The many zombie, vampire, and ghost costumes aren’t the only things frightening about Halloween. The Centers for Disease Control and Prevention released statistics that show child pedestrian deaths are four times higher on Halloween than any other evening of the year. There are many ways to keep children, and their parents, safe this Halloween eve:
- Don’t let kids wear costumes that are baggy or capes which could cause a fire hazard if it were to touch a jack-o-lantern’s flame, or create a tripping hazard. Other costume pieces should be avoided such as swords and canes that have dangerously sharp edges, or masks which could block a child’s vision.
- Some make-up could cause allergic reactions. Make sure products such as face paints are FDA-approved before using them. Decorative contact lenses could result in eye infections.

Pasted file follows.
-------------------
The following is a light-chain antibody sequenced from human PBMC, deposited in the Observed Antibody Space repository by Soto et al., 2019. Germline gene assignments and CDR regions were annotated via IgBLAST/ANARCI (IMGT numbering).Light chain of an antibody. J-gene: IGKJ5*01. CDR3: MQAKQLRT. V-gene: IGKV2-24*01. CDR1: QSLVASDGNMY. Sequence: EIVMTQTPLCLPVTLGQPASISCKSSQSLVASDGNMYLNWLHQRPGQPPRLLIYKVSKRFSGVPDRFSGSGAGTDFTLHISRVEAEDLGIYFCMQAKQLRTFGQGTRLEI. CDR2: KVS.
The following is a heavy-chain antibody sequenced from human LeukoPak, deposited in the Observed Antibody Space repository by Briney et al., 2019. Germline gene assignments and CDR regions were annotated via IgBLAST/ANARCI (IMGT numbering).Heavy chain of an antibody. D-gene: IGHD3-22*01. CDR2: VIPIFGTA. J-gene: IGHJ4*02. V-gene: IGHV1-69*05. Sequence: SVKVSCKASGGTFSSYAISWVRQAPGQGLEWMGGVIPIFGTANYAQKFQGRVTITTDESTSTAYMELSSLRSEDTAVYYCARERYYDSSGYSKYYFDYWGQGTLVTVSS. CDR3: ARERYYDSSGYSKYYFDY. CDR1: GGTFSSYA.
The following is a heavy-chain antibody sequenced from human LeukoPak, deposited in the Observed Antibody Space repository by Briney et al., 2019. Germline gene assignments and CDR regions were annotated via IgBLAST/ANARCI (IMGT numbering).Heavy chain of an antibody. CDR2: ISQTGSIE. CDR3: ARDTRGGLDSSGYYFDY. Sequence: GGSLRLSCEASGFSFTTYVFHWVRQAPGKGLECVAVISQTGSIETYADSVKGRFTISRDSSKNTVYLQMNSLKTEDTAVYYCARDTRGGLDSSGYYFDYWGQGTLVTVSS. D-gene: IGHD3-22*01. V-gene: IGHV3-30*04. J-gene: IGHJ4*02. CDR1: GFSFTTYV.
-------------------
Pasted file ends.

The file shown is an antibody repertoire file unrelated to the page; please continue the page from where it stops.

- Flashlights, reflective tape, and glow sticks will make your child more visible to divers. Protect your children from running into streets.
- Clear your front porch and make sure it is accessible and safe for trick-or-treaters. Electric candles are safer than using real flames.
- Make sure young trick-or-treaters are monitored by an adult or check in regularly with a parent and know to never enter a stranger’s house.
- Inspect all candy the child brings home, especially due to recent Raisinets and lollipop candy recalls.